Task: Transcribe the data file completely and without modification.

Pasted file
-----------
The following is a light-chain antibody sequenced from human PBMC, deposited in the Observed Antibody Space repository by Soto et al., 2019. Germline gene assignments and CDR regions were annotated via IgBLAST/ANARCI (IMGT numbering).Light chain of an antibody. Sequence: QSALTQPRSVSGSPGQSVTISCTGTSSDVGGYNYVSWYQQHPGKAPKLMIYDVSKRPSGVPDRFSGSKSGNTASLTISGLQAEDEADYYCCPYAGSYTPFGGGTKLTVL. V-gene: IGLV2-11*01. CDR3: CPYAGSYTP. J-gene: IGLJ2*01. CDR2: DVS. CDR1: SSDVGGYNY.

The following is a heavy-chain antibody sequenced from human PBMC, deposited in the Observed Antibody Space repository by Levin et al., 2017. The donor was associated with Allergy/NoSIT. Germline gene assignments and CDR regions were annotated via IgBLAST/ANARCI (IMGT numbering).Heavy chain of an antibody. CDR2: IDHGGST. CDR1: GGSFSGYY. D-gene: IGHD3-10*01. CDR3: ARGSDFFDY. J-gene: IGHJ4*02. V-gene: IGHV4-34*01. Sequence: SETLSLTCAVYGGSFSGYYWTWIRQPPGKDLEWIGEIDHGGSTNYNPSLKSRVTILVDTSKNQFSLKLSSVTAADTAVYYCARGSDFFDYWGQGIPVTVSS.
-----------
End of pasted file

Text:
The following is a light-chain antibody sequenced from human PBMC, deposited in the Observed Antibody Space repository by Soto et al., 2019. Germline gene assignments and CDR regions were annotated via IgBLAST/ANARCI (IMGT numbering).Light chain of an antibody. Sequence: QSALTQPRSVSGSPGQSVTISCTGTSSDVGGYNYVSWYQQHPGKAPKLMIYDVSKRPSGVPDRFSGSKSGNTASLTISGLQAEDEADYYCCPYAGSYTPFGGGTKLTVL. V-gene: IGLV2-11*01. CDR3: CPYAGSYTP. J-gene: IGLJ2*01. CDR2: DVS. CDR1: SSDVGGYNY.

The following is a heavy-chain antibody sequenced from human PBMC, deposited in the Observed Antibody Space repository by Levin et al., 2017. The donor was associated with Allergy/NoSIT. Germline gene assignments and CDR regions were annotated via IgBLAST/ANARCI (IMGT numbering).Heavy chain of an antibody. CDR2: IDHGGST. CDR1: GGSFSGYY. D-gene: IGHD3-10*01. CDR3: ARGSDFFDY. J-gene: IGHJ4*02. V-gene: IGHV4-34*01. Sequence: SETLSLTCAVYGGSFSGYYWTWIRQPPGKDLEWIGEIDHGGSTNYNPSLKSRVTILVDTSKNQFSLKLSSVTAADTAVYYCARGSDFFDYWGQGIPVTVSS.